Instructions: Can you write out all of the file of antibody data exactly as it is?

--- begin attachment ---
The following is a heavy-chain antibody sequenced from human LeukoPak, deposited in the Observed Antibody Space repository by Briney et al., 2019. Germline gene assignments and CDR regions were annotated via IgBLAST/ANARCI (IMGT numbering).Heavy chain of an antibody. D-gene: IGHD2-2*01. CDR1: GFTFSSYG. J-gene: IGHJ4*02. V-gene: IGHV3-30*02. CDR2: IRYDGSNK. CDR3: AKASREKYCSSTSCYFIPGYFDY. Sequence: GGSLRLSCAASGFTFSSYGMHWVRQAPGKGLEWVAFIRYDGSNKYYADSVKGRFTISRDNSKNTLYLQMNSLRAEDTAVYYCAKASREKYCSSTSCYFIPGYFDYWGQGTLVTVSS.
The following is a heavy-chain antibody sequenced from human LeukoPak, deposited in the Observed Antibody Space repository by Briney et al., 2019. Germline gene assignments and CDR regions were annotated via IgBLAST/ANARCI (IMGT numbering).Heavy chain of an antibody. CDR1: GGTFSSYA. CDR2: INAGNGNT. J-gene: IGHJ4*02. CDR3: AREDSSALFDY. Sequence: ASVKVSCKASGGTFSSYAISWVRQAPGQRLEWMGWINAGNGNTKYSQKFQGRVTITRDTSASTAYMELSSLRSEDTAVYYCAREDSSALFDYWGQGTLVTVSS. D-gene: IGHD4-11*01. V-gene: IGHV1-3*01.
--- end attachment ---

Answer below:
The following is a heavy-chain antibody sequenced from human LeukoPak, deposited in the Observed Antibody Space repository by Briney et al., 2019. Germline gene assignments and CDR regions were annotated via IgBLAST/ANARCI (IMGT numbering).Heavy chain of an antibody. D-gene: IGHD2-2*01. CDR1: GFTFSSYG. J-gene: IGHJ4*02. V-gene: IGHV3-30*02. CDR2: IRYDGSNK. CDR3: AKASREKYCSSTSCYFIPGYFDY. Sequence: GGSLRLSCAASGFTFSSYGMHWVRQAPGKGLEWVAFIRYDGSNKYYADSVKGRFTISRDNSKNTLYLQMNSLRAEDTAVYYCAKASREKYCSSTSCYFIPGYFDYWGQGTLVTVSS.
The following is a heavy-chain antibody sequenced from human LeukoPak, deposited in the Observed Antibody Space repository by Briney et al., 2019. Germline gene assignments and CDR regions were annotated via IgBLAST/ANARCI (IMGT numbering).Heavy chain of an antibody. CDR1: GGTFSSYA. CDR2: INAGNGNT. J-gene: IGHJ4*02. CDR3: AREDSSALFDY. Sequence: ASVKVSCKASGGTFSSYAISWVRQAPGQRLEWMGWINAGNGNTKYSQKFQGRVTITRDTSASTAYMELSSLRSEDTAVYYCAREDSSALFDYWGQGTLVTVSS. D-gene: IGHD4-11*01. V-gene: IGHV1-3*01.